Climate change will play a role in Buffalo winters
A recent News article draws us back to the horrors of last winter and previews its imminent approach. Experts may argue whether or not we might see more severe weather patterns and people can speculate. Yet I believe a crucial part of the discussion is being ignored. Climate change is beginning to play a role in Western New York winters and it is time we start talking about its implications.
The U.S. Global Climate Research Program, which publishes the National Climate Assessment, reported that precipitation rates are not only rising, but also becoming increasingly capricious. Northeastern cites like Buffalo have lake-effect snow to contend with as well. While it wouldn’t be accurate to say that climate change accounts for every instance of severe lake-effect snow, it is very difficult to deny that slight increases in temperature act as a multiplier for lake-effect events. The National Oceanic and Atmospheric Administration has produced some illuminating reports on this issue, which I would encourage skeptics to examine.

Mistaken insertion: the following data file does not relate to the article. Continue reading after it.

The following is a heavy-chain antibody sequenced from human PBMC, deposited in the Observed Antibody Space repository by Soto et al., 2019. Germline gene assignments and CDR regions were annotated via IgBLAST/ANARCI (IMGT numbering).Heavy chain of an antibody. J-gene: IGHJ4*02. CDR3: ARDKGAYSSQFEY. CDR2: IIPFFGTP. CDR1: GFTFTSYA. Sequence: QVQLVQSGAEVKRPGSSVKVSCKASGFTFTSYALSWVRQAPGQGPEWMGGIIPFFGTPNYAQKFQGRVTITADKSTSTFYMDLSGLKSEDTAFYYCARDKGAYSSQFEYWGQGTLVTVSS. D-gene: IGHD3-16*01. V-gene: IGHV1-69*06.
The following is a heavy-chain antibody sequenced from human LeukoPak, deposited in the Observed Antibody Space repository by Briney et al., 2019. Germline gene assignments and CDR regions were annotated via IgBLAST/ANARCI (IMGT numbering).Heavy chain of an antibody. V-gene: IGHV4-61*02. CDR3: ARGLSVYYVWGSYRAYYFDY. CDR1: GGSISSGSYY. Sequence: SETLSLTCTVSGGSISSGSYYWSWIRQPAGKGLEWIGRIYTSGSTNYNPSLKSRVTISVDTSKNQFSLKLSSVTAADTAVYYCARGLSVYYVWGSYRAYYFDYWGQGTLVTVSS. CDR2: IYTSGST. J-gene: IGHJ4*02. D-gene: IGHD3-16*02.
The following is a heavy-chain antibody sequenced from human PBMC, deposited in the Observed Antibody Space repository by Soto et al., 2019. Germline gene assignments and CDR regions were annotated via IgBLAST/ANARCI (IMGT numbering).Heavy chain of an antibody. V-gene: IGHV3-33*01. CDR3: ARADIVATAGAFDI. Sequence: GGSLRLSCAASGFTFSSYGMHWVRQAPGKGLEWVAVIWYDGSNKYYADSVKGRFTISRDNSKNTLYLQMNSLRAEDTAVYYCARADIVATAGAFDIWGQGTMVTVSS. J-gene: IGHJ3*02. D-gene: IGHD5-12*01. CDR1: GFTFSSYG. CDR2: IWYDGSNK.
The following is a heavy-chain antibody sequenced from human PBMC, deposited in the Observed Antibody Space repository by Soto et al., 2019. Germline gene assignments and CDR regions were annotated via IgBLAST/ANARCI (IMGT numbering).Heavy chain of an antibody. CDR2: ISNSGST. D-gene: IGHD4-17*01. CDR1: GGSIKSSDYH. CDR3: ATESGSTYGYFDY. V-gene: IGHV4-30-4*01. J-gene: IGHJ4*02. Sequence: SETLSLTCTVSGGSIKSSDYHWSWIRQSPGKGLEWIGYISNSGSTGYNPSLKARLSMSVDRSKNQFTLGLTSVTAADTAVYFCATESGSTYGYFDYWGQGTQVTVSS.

Climate change is not reserved for coastal cities, agricultural communities and marginalized populations. We are beginning to feel its effects right here at home. It is time for city leaders and area lawmakers to at least begin discussing climate change as an underlying issue, so that we may become better prepared as a community when bracing ourselves for another long Buffalo winter.